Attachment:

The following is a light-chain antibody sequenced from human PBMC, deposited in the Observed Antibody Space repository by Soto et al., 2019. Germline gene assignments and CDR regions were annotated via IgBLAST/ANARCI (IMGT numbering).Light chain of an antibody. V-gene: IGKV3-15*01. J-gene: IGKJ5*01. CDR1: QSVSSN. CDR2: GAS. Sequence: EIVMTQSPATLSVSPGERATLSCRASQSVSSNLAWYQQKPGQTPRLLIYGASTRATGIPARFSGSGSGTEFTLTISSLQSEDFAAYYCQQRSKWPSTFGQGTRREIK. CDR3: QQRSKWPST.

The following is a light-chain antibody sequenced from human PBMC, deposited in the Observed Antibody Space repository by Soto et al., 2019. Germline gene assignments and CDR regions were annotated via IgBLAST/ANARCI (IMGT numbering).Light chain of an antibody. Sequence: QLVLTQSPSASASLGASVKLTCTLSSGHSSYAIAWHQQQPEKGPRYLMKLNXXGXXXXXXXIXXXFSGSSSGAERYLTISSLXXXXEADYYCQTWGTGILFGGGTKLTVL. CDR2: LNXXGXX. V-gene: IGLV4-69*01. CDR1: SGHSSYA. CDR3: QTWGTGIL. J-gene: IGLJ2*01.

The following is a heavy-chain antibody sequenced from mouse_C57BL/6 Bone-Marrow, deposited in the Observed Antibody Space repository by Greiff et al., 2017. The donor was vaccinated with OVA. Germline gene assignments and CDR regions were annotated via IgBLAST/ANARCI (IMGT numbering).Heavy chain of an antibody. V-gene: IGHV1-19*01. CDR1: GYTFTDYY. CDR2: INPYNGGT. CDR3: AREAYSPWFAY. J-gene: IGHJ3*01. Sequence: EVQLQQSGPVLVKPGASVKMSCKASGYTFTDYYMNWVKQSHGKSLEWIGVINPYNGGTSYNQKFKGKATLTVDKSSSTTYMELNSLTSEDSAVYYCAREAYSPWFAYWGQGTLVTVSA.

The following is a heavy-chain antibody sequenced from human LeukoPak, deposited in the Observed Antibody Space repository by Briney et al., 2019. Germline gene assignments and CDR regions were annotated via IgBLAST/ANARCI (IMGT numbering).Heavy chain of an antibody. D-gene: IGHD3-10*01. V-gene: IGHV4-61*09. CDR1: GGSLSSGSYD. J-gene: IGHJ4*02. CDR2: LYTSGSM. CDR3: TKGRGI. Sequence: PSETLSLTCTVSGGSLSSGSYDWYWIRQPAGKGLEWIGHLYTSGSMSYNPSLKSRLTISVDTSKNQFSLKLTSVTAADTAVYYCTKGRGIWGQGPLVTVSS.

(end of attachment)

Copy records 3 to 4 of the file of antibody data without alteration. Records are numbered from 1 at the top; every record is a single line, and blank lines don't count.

The following is a heavy-chain antibody sequenced from mouse_C57BL/6 Bone-Marrow, deposited in the Observed Antibody Space repository by Greiff et al., 2017. The donor was vaccinated with OVA. Germline gene assignments and CDR regions were annotated via IgBLAST/ANARCI (IMGT numbering).Heavy chain of an antibody. V-gene: IGHV1-19*01. CDR1: GYTFTDYY. CDR2: INPYNGGT. CDR3: AREAYSPWFAY. J-gene: IGHJ3*01. Sequence: EVQLQQSGPVLVKPGASVKMSCKASGYTFTDYYMNWVKQSHGKSLEWIGVINPYNGGTSYNQKFKGKATLTVDKSSSTTYMELNSLTSEDSAVYYCAREAYSPWFAYWGQGTLVTVSA.

The following is a heavy-chain antibody sequenced from human LeukoPak, deposited in the Observed Antibody Space repository by Briney et al., 2019. Germline gene assignments and CDR regions were annotated via IgBLAST/ANARCI (IMGT numbering).Heavy chain of an antibody. D-gene: IGHD3-10*01. V-gene: IGHV4-61*09. CDR1: GGSLSSGSYD. J-gene: IGHJ4*02. CDR2: LYTSGSM. CDR3: TKGRGI. Sequence: PSETLSLTCTVSGGSLSSGSYDWYWIRQPAGKGLEWIGHLYTSGSMSYNPSLKSRLTISVDTSKNQFSLKLTSVTAADTAVYYCTKGRGIWGQGPLVTVSS.